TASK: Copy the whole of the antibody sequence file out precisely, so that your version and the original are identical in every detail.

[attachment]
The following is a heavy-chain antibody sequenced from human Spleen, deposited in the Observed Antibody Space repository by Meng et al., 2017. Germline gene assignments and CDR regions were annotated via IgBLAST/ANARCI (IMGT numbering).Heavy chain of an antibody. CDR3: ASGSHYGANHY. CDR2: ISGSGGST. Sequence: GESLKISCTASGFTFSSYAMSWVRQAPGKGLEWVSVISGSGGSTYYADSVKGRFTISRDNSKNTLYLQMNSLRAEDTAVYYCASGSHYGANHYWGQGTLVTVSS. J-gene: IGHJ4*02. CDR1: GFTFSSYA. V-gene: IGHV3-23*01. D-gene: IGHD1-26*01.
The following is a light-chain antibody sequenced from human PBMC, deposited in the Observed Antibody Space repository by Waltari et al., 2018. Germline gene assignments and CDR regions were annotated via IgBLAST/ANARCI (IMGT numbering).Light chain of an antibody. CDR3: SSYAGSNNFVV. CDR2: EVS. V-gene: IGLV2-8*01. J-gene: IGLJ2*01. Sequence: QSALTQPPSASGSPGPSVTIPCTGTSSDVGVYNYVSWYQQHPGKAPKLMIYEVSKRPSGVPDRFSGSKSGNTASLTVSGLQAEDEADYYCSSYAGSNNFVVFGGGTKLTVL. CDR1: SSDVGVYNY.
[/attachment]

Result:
The following is a heavy-chain antibody sequenced from human Spleen, deposited in the Observed Antibody Space repository by Meng et al., 2017. Germline gene assignments and CDR regions were annotated via IgBLAST/ANARCI (IMGT numbering).Heavy chain of an antibody. CDR3: ASGSHYGANHY. CDR2: ISGSGGST. Sequence: GESLKISCTASGFTFSSYAMSWVRQAPGKGLEWVSVISGSGGSTYYADSVKGRFTISRDNSKNTLYLQMNSLRAEDTAVYYCASGSHYGANHYWGQGTLVTVSS. J-gene: IGHJ4*02. CDR1: GFTFSSYA. V-gene: IGHV3-23*01. D-gene: IGHD1-26*01.
The following is a light-chain antibody sequenced from human PBMC, deposited in the Observed Antibody Space repository by Waltari et al., 2018. Germline gene assignments and CDR regions were annotated via IgBLAST/ANARCI (IMGT numbering).Light chain of an antibody. CDR3: SSYAGSNNFVV. CDR2: EVS. V-gene: IGLV2-8*01. J-gene: IGLJ2*01. Sequence: QSALTQPPSASGSPGPSVTIPCTGTSSDVGVYNYVSWYQQHPGKAPKLMIYEVSKRPSGVPDRFSGSKSGNTASLTVSGLQAEDEADYYCSSYAGSNNFVVFGGGTKLTVL. CDR1: SSDVGVYNY.